UNESCO recommends Venice put on its Heritage list

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UNESCO recommends Venice put on its Heritage list

UNESCO has recommended that Italy's most popular and delicate tourist destination be added to its heritage danger list.

The UN Educational, Scientific and Cultural Organization is calling for the Italian government to ensure the highest levels of dedication to address long-standing problems in Venice, which has been grappling with too many tourists and the effects of climate change for years.

Venice is one of 1,157 countries currently designated as a World Heritage Site, which are renowned for their cultural or natural offerings.

The recommendation to put Venice on the World Heritage in Danger list was made by UNESCO and its advisory body experts in its Provisional Agenda ahead of the 45th session of the agency's World Heritage Committee, which is scheduled to be held in Riyadh, Saudi Arabia in September.

The resolution argues that there has not been a significant amount of progress in grappling with the challenging and multifaceted issues related to mass tourism, development projects and climate change. The draft resolution said these problems are causing deterioration and damage to building structures and urban areas, degrading the cultural and social identity of the property and threatening the integrity of its cultural, environmental and landscape attributes and values. In the last few months, Venice has been grappling with a plethora of weather-related problems.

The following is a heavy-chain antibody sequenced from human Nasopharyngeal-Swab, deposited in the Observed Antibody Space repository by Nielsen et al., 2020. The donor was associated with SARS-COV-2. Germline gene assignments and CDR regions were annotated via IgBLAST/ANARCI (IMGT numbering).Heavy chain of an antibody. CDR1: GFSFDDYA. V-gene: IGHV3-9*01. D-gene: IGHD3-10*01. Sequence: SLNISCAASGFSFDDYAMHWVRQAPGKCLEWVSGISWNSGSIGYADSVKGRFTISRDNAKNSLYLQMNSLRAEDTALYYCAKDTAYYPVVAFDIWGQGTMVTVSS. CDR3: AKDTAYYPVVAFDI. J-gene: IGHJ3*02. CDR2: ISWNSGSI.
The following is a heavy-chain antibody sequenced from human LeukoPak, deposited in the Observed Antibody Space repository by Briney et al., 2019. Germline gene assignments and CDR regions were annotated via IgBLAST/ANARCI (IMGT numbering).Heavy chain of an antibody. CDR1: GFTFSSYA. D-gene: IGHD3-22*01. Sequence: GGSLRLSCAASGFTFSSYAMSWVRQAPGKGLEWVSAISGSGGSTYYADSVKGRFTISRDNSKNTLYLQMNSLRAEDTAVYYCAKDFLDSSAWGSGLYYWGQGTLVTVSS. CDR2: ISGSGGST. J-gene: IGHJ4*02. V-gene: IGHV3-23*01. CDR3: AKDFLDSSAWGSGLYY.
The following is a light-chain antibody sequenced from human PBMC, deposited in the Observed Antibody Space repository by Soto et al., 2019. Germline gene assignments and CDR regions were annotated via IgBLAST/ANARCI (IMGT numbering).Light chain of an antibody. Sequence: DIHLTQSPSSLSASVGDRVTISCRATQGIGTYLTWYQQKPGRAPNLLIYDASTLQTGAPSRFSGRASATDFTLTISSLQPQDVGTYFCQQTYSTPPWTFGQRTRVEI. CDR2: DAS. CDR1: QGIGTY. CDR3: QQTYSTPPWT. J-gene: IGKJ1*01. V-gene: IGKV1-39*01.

In February of this year, the city was in the grips of a drought that made it impossible for the gondolas, water taxis and ambulances to pass through some canals. In November 2019, the flooding was so widespread that historical treasures and buildings were endangered.

UNESCO notes that overtourism in Venice has been an ongoing issue, with some of the efforts in place to combat it, such as the ban on large ships from entering the San Marco Basin Giudecca Canal. The report said the consequences of human intervention, including the continued development, the impacts of climate change and mass tourism, threaten to cause irreversible changes to the OUV Outstanding universal value of Venice.

The municipality of Venice has said it will carefully read the proposed decision published by the Center for Unesco's World Heritage Committee and will exchange views with the government, which is the State Party with which UNESCO interacts. CNN spoke to Italian Culture Ministry, which said it had not released a statement on the UNESCO recommendation. The Italian Tourism Ministry and the Municipality of Venice have also spoken with CNN, but neither has responded by Monday evening.